I have discovered that most people have no one to talk to, no one, that is, who really wants to listen. When it does at last dawn on a man that you really want to hear about his business, the look that comes over his face is something to see.
Since January I have been working on a book for Fortress Press. I just finished the second round of edits and I’m feeling pretty happy about that.
Fortress, a well-respected publisher of academic theology, recently decided to try its hand at a popular line of books called Theology for the People. Stars Beneath Us is in that line and will be released on February 1, 2016.
In ways both confident and gentle, Stars Beneath Us brilliantly shows God’s presence in the ever-evolving cosmos. Relying on his upbringing as a Baptist, his doctoral work in experimental nuclear physics and gamma-ray astronomy, and his ordination to the gospel ministry in the Cooperative Baptist Fellowship, Paul Wallace weaves a book unlike any other in faith and science literature. Instead of engaging the debates of natural theology or proofs for the existence of God, this is a call to courage for those who fear a true encounter with the cosmos will distance them from God. With a winsome mix of compelling personal narrative and insightful biblical analysis, the author engages the enigmatic story of Job and reimagines the divine monologue of Job 38-41, rejecting standard God-as-bully readings of Job. Relying on a theology of openness to the world, Stars Beneath Us will inspire readers to engage with the natural world in new ways and find God, as it turns out, everywhere.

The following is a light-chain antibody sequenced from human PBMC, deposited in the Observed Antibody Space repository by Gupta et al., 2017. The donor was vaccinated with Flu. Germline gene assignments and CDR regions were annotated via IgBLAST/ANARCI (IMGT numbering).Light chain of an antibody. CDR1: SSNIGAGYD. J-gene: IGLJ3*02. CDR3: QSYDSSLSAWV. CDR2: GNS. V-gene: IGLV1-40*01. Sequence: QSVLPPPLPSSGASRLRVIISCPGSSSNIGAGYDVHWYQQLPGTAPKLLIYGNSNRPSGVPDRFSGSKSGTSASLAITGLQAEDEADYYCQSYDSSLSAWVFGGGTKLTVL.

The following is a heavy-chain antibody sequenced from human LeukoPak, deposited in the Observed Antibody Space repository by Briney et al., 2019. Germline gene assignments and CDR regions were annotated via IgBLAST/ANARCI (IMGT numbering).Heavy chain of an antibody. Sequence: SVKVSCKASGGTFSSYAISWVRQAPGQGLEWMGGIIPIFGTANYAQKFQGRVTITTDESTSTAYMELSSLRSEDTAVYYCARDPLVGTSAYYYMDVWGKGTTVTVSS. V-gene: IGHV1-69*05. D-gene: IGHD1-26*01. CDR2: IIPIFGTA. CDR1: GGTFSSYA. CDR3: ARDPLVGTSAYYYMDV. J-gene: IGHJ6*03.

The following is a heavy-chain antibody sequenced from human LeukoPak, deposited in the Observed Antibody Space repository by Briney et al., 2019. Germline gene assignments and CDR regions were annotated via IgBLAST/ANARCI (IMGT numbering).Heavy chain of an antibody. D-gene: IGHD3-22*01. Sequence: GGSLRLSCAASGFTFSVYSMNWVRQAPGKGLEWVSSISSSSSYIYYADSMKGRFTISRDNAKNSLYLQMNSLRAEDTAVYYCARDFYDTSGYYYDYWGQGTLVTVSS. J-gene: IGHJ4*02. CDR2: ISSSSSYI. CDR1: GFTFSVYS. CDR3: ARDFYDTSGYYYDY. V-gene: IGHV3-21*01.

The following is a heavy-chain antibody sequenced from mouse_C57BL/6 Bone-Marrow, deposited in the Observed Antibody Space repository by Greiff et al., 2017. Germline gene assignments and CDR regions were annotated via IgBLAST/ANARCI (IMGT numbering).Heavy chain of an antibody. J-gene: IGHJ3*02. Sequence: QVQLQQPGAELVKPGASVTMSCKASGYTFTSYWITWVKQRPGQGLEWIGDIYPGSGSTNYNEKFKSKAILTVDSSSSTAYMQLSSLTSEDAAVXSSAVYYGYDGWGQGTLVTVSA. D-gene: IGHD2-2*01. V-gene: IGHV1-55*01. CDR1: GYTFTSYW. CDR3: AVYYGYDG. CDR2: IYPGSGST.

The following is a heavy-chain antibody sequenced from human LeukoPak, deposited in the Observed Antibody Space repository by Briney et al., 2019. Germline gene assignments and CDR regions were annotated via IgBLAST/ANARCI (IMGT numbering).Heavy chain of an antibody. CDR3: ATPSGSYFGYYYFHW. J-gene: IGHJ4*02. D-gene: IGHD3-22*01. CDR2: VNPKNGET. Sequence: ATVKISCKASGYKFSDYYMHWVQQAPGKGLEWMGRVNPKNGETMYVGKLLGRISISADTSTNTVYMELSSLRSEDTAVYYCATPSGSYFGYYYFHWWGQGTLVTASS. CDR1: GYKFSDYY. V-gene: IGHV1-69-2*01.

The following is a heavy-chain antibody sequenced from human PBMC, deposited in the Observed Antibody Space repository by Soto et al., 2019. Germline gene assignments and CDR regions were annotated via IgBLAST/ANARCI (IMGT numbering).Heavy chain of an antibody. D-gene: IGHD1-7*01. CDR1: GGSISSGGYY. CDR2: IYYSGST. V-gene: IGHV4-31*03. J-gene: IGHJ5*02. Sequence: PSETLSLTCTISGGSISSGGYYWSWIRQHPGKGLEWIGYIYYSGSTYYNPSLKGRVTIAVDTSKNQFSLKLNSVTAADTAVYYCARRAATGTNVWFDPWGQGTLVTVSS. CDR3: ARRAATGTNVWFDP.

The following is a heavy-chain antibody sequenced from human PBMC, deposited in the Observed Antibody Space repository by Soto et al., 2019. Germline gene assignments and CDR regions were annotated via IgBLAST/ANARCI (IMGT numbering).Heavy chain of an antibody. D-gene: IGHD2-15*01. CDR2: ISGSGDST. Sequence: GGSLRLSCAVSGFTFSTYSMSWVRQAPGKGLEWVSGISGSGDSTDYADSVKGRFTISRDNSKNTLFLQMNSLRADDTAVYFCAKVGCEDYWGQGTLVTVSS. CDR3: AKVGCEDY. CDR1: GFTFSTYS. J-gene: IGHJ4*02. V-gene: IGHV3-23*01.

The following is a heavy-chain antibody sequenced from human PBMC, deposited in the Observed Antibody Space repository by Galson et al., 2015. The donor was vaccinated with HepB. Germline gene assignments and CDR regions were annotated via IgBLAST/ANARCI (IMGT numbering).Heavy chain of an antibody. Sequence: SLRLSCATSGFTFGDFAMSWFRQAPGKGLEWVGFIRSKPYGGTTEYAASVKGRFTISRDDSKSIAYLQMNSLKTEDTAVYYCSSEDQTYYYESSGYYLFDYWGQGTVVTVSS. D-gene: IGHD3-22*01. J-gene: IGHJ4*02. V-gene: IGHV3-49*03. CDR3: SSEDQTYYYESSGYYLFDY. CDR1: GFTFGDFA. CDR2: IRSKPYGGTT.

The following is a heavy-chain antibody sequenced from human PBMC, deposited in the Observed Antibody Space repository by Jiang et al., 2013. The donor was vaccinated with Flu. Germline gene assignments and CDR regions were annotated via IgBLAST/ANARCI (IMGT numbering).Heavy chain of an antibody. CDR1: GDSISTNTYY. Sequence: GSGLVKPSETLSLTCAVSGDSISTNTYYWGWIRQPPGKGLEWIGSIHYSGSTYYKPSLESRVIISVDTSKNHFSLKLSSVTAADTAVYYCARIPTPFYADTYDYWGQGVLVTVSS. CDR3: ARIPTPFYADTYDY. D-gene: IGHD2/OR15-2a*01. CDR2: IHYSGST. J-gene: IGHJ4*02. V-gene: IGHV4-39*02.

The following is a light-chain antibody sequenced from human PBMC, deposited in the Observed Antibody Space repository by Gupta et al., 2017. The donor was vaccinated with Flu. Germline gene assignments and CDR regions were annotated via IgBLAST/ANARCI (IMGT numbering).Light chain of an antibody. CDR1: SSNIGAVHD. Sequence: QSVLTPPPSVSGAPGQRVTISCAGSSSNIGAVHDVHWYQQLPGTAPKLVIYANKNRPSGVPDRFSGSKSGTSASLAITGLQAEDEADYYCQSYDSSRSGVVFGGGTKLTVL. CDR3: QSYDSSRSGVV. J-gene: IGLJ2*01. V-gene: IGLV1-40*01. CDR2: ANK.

Here’s a new and beautiful way to put us in our place: A solar system model scaled to the Earth as a marble. The model was built in the Black Rock Desert and is seven miles across. Set it on HD and full screen. Enjoy.
Major thanks to Alert Reader Ron Taylor for bringing To Scale: The Solar System to our attention. As for everyone else, keep on sending us interesting pieces when you find them — the Internets are huge, and we here at psnt.net are oh so tiny.
When I first heard that Nadia Bolz-Weber was coming to speak at my church next weekend, I wasn’t too disappointed that I won’t be in town for the event. Her persona, to me, is a little off-putting: the cussing, tattooed pastor. I mean, that’s interesting for about five minutes.
But then I read yesterday’s Atlanticinterview with her and you know what she said? “Oh, here’s this tattooed pastor who is a recovering alcoholic who used to be a stand-up comic–that’s interesting for like five minutes.”
My misgivings somewhat assuaged, I read more and now I find her perfectly fascinating. Not because of her tattoos or hipster glasses, but because she says things like this: